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[ccp4bb]: Summary of replies: soluble aggregation of proteins

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Dear all,

A while ago, I posted an email enquiring about any remedies people could
advise about the soluble aggregation of proteins. The proteins in this
case are being expressed in E. coli in the pMALp2 vector as
maltose-binding protein fusions. This is a periplasmic expression and we
found that our three proteins in the 22-38 KDa range all aggregated in
solution. The proteins are linked by the 3C recognition site and cleaved
by Rhinovirus 3C protease after several hours at room temperature.

Here is a summary of the replies that I got:

(1) Francisco Enquita wrote to suggest tactics to deal with the
aggregated protein such as increasing the strength of the resuspension
buffer from 200 mM NaCl to 300 mM. Also, 5-15% glycerol can be added to
the resuspension buffer. 
In the case of intermolecular disulfide bridge formation, DTT or
beta-mercaptoethanol can be included in the buffer to break these.
To deal with intermolecular disulfide bridges because of the high
expression levels and different codon usage than E. coli, he suggested
including a reducing agent in the column buffer, like DTT or
beta-mercaptoethanol, in the 1-5 mM concentration range. In the case of
membrane associated or bound proteins, a detergent must be added to the
buffer such as Nonidet PD-40 or Triton X-100 at a low concentration like
0.1-0.2 %. 
(2) Steve Soisson said that lysis could be carried out under
non-denaturing conditions of guanidine or urea, followed by a later
dialysis step to remove them. Cytoplasmic expression using the pMALc2
vector could be tried, since oxisdation should be greatly reduced inside
the cell. He also suggested trying a different expression system
altogether like His or GST tagged.

(3) Peter Adams recommended the review on general solubility questions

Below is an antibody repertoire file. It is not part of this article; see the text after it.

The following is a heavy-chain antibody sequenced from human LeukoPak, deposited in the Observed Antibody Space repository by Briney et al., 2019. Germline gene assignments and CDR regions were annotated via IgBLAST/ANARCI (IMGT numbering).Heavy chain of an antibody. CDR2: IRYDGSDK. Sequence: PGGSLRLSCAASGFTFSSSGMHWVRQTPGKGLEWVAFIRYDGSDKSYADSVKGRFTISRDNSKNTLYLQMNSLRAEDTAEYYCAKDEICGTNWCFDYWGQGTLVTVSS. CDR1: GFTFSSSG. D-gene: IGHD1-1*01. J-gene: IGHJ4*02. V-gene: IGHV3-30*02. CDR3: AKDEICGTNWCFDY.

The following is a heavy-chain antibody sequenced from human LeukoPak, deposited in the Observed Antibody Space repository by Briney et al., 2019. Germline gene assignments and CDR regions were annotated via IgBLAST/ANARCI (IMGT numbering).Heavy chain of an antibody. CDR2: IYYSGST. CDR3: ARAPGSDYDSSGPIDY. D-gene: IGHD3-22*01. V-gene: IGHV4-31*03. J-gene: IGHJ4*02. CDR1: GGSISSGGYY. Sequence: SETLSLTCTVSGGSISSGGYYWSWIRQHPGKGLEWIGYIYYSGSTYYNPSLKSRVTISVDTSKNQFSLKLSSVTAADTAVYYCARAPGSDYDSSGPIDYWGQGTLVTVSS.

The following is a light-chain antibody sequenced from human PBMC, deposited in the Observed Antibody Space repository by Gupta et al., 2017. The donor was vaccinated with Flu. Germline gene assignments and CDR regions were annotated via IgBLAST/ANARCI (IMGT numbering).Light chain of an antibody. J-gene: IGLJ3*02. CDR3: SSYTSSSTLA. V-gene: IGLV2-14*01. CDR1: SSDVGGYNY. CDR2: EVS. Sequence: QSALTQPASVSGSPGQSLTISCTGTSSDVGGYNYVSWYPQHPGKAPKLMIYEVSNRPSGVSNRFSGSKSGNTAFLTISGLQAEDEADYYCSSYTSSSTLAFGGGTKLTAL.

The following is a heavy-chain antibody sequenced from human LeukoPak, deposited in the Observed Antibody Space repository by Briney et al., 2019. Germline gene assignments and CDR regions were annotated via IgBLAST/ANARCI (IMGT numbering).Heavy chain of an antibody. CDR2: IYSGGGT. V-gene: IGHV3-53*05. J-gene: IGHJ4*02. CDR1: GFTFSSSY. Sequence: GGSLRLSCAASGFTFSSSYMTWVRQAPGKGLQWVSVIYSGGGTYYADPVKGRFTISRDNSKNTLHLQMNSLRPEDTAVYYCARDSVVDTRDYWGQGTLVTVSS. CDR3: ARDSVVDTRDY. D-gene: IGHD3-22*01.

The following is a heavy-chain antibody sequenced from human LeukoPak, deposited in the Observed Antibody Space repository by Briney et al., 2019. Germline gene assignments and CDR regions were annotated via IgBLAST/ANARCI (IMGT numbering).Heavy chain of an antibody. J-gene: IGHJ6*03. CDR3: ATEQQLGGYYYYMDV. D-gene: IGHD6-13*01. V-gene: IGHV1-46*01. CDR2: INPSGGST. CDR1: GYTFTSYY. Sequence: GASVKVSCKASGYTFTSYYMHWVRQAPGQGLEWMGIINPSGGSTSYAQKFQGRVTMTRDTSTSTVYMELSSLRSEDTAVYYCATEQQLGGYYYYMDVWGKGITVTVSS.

by C.H. Schein (Schein CH, Biotechnology vol 8 april 1990 pages

(4) Chris Garcia's email on the pMALp2 expression system dealt with the
reason why aggregation is observed and suggested an interesting strategy
in denaturing the entire fusion and refolding it:

pMAL-p2 is a "forced" secretion system with the logic that if you 
fuse your normally-secreted protein to it, the pMAL ( which contains 
a bacterial leader) will pull it out into the periplasm using the 
bacterial secretion machinery to correctly fold and form disulfide 
bonds.  Unfortunately, while a clever idea, this rarely works because 
the T7-lac based promoter in these vectors is way too fast for a 
heterologous protein to get properly processed through the secretion 
machinery.  Usually what happens is your protein will get backed up 
inside the bug, and not get secreted.  This is obvious when you have 
to sonicate, as opposed to osmotically-shock the bugs to release it. 
This should be a first warning sign that your protein, even though it 
appears to be soluble, is not folded properly and is aggregated. 
Sometimes, your protein will actually get secreted and is released by 
shocking, and is still not folded properly, as evidenced by gel 
filtration.   In this case there are a couple strategies which I have 
used:   1-  carry out the expression with lower IPTG concentrations 
at reduced temperature (28degC) to slow down the 
transcription/translation, and 2- denature the entire pMAL fusion and 
refold that, which often works much better than trying to refold your 
protein by itself.   So what I am saying is that the aggregation 
problems you are seeing is less a matter of the buffer 
conditions,etc., but more of an endemic problem of misfolding.  One 
can mask a lot of misfolded proteins by using an array of chaotropes 
to fool yourself into thinking you have the right thing. Chris added
that his success rate for secreting proteins with pMal was higher with
small domains (less than 10kDa). 

(5) Chris Dealwis suggested trying to optimize the correct temperature
for induction and failing that using detergents.

(6) Filip Van Petegem also suggested working at lower temperatures. In
addition to this, centrifuging the sample for more than an hour in order
to remove any protein that has already aggregated.  This aggregated
product can catalyze the formation of more aggregates.  But when these
'seeds' are removed from the solution, it can be safer to concentrate
afterwards. The other idea here was to change the pH of the solution
(far from the pI). 

Thanks very much to all that took an interest in the problem.

Best Wishes,

Janet Moloney, Division of Structural Biology,
Wellcome Trust Centre for Human Genetics,
University of Oxford, Roosevelt Drive, 
Oxford OX3 7BN, U.K.

Tel: 0044(0)1865 287551	   Fax: 0044(0)1865 287547